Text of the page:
Accuracy and performance in precision engineering
In precision engineering, the performance of a machine or instrument is typically expressed in terms of the accuracy of that machine or instrument’s “output”, such as:
- The deviation of machined surfaces from theoretically perfect form
- The deviation of measurements of those surfaces from actual form
- An actual movement versus a commanded movement
- The angular deviation of an optical axis from the theoretically perfectly aligned axis
This top level performance is typically the function of an arrangement of subcomponents, each with its own accuracy, contributing directly or indirectly to the performance of the whole; interactions between those components; and interactions with the environment.
To design a successful precision machine or instrument, you must understand:
- Accuracy and the related characteristics of repeatability and resolution
- The limiting relationship between accuracy and repeatability
- The contribution of the subcomponents and the environment on the accuracy of the system as a whole.
Basic definitions and relationships
The figure above is a graphical representation of accuracy, repeatability, and resolution in the case of a position that is either measured or moved to. The origin represents the true position to be measured or moved to. The small circles represent the actual positions measured or moved to. The dashed circles enclose a set of results for a series of attempts made under the same conditions, e.g., movement from the same direction.
- Accuracy is the maximum deviation from the ideal outcome (e.g., moving to an exact position, exactly measuring a quantity, or bonding a stack of pre-aligned wafers without disturbing the alignment) and the actual outcome.
- Repeatability is the variation in the result over many attempts to produce the same outcome, such as moving to the same position, taking the same measurement, or bonding successive stacks of wafers under the same conditions.
- Resolution is the smallest increment of measurement, movement, or other output that the machine or component is capable of. Post-bond alignment accuracy is an example of a context in which resolution has no direct meaning.
The limiting relationship between accuracy and repeatability
Although accuracy is typically “what the customer pays for,” it is important to know and understand the repeatability of the components and the system as a whole, because repeatability is the lower limit of accuracy.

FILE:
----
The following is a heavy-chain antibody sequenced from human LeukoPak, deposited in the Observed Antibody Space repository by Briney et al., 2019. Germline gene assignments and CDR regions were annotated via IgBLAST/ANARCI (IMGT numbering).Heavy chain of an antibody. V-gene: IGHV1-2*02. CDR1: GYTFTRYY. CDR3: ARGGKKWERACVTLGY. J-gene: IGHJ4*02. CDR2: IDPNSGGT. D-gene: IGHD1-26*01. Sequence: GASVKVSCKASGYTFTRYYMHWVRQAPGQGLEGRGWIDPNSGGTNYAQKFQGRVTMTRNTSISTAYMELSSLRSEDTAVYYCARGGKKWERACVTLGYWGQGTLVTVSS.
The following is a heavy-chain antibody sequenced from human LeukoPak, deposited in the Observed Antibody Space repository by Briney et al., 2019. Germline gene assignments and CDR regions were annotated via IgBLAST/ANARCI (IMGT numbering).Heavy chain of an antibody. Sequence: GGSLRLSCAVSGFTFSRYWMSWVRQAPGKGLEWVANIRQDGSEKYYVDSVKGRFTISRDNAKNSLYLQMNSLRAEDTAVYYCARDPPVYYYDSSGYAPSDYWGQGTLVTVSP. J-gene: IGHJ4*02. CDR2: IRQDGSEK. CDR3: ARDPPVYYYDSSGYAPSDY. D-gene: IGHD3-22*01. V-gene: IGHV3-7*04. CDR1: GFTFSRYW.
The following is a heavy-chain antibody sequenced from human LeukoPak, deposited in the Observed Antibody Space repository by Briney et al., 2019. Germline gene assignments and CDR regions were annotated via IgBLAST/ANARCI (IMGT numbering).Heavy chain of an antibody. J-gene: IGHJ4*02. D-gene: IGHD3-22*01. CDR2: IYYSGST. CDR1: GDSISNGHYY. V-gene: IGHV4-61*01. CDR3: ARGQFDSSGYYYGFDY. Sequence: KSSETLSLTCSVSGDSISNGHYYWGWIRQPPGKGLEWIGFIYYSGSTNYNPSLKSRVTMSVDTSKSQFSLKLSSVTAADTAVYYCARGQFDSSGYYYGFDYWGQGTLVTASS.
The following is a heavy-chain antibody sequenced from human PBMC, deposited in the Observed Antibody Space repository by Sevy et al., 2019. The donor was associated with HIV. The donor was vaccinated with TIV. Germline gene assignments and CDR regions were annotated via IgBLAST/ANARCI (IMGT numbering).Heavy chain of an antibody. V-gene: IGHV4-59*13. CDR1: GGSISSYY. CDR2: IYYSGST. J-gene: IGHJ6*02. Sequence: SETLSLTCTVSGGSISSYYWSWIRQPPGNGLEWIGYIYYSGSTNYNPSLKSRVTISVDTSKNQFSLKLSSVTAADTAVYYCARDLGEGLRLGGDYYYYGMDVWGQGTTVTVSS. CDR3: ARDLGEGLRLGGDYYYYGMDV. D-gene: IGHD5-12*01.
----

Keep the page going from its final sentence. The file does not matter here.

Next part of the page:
The following graphs demonstrate this limiting relationship.
In the figure, the points represent repeated attempts to move to the origin.
Low Accuracy, Low Repeatability – In the first graph, the results are scattered far and wide about the origin. Both the accuracy and the repeatability are low.
Low Accuracy, High Repeatability – In the second graph, the results are tightly grouped but far from the origin. The repeatability is high, but the accuracy is low. However, when an outcome is this repeatable, it is possible to deduce the causes of errors and correct or compensate for them.
High Accuracy, High Repeatability – This process of compensation or correction often leads to graph that looks like the third: High accuracy and high repeatability.
Once the results are clustered around the true position like this, the only way to improve accuracy is to improve repeatability. Therefore, repeatability is the lower limit of accuracy.
Repeatability is the variation in the result over many attempts to produce the same outcome, such as moving to the same position, taking the same measurement, or bonding successive stacks of wafers under the same conditions.
Repeatable, inaccurate systems often suffer from systematic errors. Accuracy can be improved by:
- Adjustment, calibration
- Mapping & compensating for errors using the control system. Such errors could include backlash and variation in screw pitch along the length of travel.
Low repeatability is often a sign of environmental factors such as heat causing differential thermal expansion, strain relief, and reset. So environmental control can be a critical part of developing a precision machine or instrument.
Theoretical and operational resolution
Resolution is the smallest increment of measurement, movement, or other output that a machine or component is capable of.
The resolution of a positioning system is the smallest change that can be commanded and carried out with the desired result.
The resolution of a measuring system, such as a CMM, is the smallest change in the measured quantity that can be detected.
A machine typically has a theoretical resolution that is finer than its operational resolution. In theory, a certain combination of stepper, gear box, and lead screw may be able to move in 1 nm increments in response to a motor controller input. But stiction (static friction), backlash, hysteresis, and other nonlinear effects might prevent a movement of less than 20 nm from a static start.
The operational resolution, also known as the minimum incremental motion, is the smallest movement that can be consistently and reliably performed for a given input.
When specifying or characterizing a positioning system, as part of design or troubleshooting, it is important to know and understand both the theoretical and operational resolution. Vendors do not typically publish operational resolution for components. Even if they do, it is likely to be highly dependent on your particular application. So simulation; early prototyping and test; and characterization of the complete system are critical tools for designing a precision machine that will perform as desired.